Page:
PHOENIX — An Arizona astrophysicist’s out-of-this world photo of a total solar eclipse will be featured on a U.S. postage stamp this summer and it includes a pretty cool feature.
The U.S. Postal Service said the Forever stamp bearing Fred Espenak’s photo will be released June 20. The stamp will be able to transform into another image of his, a full moon, using the body heat from fingers or thumbs.
Espenak, from Portal, Arizona, shot the eclipse when he was in Libya in 2006.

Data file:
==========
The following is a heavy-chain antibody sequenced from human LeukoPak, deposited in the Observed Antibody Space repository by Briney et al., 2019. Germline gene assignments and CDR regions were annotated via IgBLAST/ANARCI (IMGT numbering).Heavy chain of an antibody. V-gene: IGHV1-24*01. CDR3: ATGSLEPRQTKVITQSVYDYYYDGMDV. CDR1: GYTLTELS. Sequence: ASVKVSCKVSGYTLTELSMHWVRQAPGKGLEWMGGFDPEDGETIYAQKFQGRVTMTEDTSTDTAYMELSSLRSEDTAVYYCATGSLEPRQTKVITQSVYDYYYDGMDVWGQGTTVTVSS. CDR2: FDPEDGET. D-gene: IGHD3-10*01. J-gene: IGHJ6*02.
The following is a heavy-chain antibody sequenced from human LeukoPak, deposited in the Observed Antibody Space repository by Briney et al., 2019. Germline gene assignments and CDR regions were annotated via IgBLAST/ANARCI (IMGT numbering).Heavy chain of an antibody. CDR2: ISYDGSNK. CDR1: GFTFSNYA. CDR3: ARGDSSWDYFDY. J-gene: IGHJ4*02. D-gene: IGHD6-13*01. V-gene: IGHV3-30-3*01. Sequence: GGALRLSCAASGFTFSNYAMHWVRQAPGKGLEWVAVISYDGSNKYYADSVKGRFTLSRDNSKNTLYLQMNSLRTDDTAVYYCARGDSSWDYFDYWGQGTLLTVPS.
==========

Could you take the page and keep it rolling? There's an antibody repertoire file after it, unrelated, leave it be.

The image will revert to the total solar eclipse when it cools down.
Theromochromic ink was used to make the stamp. The temperature-sensitive compounds briefly change the color of an object when exposed to heat.
People are already pretty excited about it.
On the back of the pane, there will be a map of the eclipse’s 70-mile-wide shadow path called the “path to totality.” The map shows that it can first be seen in Oregon all the way until it reaches South Carolina.
An eclipse of this kind has not been visible from the United States since 1979.
Those interested in exact detail of the eclipse and its path can visit NASA’s website.
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